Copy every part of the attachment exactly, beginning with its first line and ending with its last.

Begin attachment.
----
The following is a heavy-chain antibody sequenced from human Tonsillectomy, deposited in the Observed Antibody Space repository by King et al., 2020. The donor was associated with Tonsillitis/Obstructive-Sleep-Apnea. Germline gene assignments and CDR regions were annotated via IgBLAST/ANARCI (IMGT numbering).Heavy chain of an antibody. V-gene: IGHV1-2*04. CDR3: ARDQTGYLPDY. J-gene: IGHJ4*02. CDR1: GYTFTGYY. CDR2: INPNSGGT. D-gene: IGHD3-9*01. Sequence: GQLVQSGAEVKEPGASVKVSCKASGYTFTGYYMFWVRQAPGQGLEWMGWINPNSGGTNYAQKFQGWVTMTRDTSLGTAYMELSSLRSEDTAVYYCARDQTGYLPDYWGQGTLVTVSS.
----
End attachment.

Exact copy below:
The following is a heavy-chain antibody sequenced from human Tonsillectomy, deposited in the Observed Antibody Space repository by King et al., 2020. The donor was associated with Tonsillitis/Obstructive-Sleep-Apnea. Germline gene assignments and CDR regions were annotated via IgBLAST/ANARCI (IMGT numbering).Heavy chain of an antibody. V-gene: IGHV1-2*04. CDR3: ARDQTGYLPDY. J-gene: IGHJ4*02. CDR1: GYTFTGYY. CDR2: INPNSGGT. D-gene: IGHD3-9*01. Sequence: GQLVQSGAEVKEPGASVKVSCKASGYTFTGYYMFWVRQAPGQGLEWMGWINPNSGGTNYAQKFQGWVTMTRDTSLGTAYMELSSLRSEDTAVYYCARDQTGYLPDYWGQGTLVTVSS.